Pontiac wanted to draw attention to its brand-new sport sedan, and Oprah Winfrey wanted to celebrate the start of her 19th season. The result was Pontiac G6s for 276 surprised audience members on "The Oprah Winfrey Show" — and an event that marketing executives say could set a new bar for product placement.
"Oprah is a celebrity with instant credibility," said Jim Holbrook, president of The Zipatoni Co., a marketing agency. "The power of this is incredible, and incredibly hard to replicate."
As advertisers struggle with viewers either tuning out or fast-forwarding through traditional commercials, product placement has been on the rise.
Beverage companies make deals to have their brand of soda seen in a television show, consumer products are featured prominently on reality programming like "Survivor," and auto companies make sure their car is driven by a movie's hero.
What remains to be seen from Pontiac's giveaway — featured on the "Oprah" show that aired Monday — was whether it will be worth the $7 million in cars the company gave up, said Frank Brady, chairman of the mass communications department at St. John's University in New York.
"I think the sort of subliminal product placement where you see a bottle of Budweiser on a table is one thing," he said. "This is a little more blatant product placement. One of the questions is, will it work?"
Media buyers say a 30-second advertisement on the show sells for about $70,000. But Winfrey spent about half of the show on the Pontiacs — including a taped visit to the factory where they were made — and the giveaway was featured all over the media, even referenced on ESPN's "SportsCenter."
So far, Pontiac executives are confident. They say visits to its Web site are eight times higher than normal, and that local dealers have reported an increase in calls inquiring about the car, which is reaching showrooms over the next few weeks.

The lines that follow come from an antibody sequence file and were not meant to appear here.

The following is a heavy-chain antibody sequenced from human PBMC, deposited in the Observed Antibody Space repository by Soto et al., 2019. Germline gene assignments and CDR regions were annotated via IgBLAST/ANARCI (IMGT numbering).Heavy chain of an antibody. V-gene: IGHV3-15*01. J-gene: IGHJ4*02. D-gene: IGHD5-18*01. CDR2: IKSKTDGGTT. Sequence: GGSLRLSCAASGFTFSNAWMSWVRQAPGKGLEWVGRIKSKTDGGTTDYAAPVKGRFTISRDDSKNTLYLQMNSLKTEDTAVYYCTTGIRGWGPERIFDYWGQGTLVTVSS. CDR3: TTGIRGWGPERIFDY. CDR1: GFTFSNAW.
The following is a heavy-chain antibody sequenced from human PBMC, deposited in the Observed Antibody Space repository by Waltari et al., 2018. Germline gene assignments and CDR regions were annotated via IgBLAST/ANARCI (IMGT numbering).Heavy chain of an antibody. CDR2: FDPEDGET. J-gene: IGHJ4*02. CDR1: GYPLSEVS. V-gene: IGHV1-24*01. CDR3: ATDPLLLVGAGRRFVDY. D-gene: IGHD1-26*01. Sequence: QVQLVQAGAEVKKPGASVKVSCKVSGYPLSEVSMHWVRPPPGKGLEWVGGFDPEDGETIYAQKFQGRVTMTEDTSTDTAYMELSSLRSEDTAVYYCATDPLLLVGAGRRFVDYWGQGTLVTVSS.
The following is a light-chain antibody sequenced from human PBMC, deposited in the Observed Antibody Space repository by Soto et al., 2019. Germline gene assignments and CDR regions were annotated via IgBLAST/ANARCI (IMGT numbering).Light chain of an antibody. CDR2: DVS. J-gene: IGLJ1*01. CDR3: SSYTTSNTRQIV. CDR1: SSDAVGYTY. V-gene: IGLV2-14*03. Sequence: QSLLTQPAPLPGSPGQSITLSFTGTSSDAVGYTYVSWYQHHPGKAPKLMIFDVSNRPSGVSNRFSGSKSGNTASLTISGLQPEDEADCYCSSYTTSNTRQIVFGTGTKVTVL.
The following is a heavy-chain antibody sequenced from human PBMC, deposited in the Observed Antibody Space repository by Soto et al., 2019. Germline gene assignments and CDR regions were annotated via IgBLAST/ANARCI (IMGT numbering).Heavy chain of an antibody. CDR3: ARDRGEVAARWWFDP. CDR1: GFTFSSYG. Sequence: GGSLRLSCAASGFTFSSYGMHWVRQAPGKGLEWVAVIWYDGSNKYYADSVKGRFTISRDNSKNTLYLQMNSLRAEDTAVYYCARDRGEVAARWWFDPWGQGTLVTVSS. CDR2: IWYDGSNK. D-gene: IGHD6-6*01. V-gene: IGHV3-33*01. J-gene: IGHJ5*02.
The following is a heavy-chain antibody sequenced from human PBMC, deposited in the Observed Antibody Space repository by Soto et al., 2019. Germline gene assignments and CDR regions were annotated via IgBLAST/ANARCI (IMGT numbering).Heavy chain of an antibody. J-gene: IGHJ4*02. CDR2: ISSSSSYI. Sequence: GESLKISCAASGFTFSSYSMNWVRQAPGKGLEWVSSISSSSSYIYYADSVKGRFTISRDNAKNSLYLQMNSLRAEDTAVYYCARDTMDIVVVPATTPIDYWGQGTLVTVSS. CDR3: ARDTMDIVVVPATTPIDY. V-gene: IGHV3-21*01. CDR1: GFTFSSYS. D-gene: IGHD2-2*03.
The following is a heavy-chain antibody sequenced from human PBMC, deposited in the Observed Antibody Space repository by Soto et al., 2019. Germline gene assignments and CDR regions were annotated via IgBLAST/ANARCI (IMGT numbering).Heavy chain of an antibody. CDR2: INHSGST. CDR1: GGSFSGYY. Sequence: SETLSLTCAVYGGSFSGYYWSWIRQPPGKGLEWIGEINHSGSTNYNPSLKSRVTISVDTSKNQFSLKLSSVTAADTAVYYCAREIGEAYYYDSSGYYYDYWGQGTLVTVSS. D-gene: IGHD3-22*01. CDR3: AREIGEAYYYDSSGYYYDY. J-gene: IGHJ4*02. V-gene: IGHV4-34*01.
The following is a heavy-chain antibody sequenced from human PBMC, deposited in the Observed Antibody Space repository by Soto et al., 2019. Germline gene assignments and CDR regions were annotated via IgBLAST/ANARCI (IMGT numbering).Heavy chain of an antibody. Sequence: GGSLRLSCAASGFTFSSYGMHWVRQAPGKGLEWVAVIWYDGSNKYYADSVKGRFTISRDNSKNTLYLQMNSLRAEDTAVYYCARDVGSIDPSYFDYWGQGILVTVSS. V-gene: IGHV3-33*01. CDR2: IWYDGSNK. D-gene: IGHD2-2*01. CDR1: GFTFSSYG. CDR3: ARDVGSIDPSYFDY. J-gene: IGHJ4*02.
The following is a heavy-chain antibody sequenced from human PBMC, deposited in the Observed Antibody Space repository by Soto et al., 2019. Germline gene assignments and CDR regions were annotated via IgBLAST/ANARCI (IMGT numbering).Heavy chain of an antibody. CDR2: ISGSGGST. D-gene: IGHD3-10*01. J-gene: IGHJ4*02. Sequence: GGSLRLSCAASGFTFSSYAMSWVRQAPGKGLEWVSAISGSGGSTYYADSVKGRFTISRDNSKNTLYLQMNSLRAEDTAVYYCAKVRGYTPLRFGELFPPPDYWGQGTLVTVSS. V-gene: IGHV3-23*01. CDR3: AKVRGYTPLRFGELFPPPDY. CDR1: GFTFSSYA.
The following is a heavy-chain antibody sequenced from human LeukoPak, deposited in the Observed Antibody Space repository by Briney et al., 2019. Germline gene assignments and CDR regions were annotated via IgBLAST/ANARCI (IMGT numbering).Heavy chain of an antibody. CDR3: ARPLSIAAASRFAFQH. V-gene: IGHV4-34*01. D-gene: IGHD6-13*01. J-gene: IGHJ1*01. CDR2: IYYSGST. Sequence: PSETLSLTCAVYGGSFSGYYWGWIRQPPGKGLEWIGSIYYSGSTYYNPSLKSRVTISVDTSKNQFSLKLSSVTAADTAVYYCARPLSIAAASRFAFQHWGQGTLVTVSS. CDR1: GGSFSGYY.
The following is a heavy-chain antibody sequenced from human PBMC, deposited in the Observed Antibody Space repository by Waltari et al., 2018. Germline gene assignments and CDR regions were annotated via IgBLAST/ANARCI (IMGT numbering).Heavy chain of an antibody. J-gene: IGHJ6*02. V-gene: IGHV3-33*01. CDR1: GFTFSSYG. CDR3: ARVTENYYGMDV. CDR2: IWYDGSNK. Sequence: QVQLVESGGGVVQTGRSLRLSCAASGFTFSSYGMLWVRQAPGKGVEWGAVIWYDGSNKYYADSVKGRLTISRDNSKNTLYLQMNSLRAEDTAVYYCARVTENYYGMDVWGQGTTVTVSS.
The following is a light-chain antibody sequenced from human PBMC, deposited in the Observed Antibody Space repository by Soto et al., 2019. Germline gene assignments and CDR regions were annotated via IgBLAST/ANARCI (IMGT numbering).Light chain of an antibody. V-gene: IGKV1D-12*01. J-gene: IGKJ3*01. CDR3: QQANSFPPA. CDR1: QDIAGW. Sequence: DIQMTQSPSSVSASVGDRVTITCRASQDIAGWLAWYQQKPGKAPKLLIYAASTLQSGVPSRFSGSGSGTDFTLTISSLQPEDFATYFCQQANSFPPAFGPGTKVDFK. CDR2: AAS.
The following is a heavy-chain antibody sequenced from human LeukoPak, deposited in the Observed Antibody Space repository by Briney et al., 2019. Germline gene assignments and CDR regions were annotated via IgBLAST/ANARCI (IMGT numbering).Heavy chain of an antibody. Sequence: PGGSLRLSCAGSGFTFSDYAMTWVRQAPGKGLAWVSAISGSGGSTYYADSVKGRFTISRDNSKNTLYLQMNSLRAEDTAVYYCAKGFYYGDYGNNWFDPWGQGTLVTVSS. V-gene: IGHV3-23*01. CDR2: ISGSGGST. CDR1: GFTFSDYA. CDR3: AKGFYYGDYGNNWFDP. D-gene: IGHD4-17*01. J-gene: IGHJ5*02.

Mary Kubitskey, Pontiac's advertising manager, said the company was looking to reach women, who are Winfrey's primary audience.
The company approached Winfrey about doing a giveaway, but the event grew in scope — and Pontiac decided to gamble by spending a chunk of what would have been used on traditional advertising, Kubitskey said.
"Quite frankly, we have a car no one has ever heard of. We knew we had to go really big, and she was the holy grail for us," Kubitskey said.
Officials at Winfrey's talk show stress that her motivation for the Pontiac giveaway was to fulfill wishes as part of this season's "wildest dreams come true" theme.
A majority of the audience members were there because a friend or family member had written in about their need for a car. Some however, were just lucky enough to get tickets for that day, said Carly Ubersox, a spokeswoman for the show.
"This wasn't a marketing plan on our end. This was a way for us to kick off our season about wildest dreams in the most impactful way," she said.
Still, Winfrey's influence with consumers is well documented.
When she launched a book club, its selections were virtually guaranteed a spot on bestseller lists. Her personal trainer, Bob Greene, has his own endorsement deals, and her protege, Dr. Phil McGraw, launched his own successful talk show.
Winfrey's annual "My Favorite Things" episode — when she distributes bags of goodies to her audience — inspires such hysteria in the crowd that it spawned a spoof on "Saturday Night Live."
Jonathan Gray, a lecturer in mass communications at the University of California-Berkeley, said he worries that the Pontiac giveaway sends a message that charitable endeavors always have to have a sponsor and that the way to improve people's lives is convince them to buy more goods.
But Barbara Kahn, a professor of marketing at the University of Pennsylvania's Wharton School, said she thinks the only downside will be for other marketers.
"One of the things about marketing is you do something to wow or delight the customer and the next thing you know, that's the expectation," she said.
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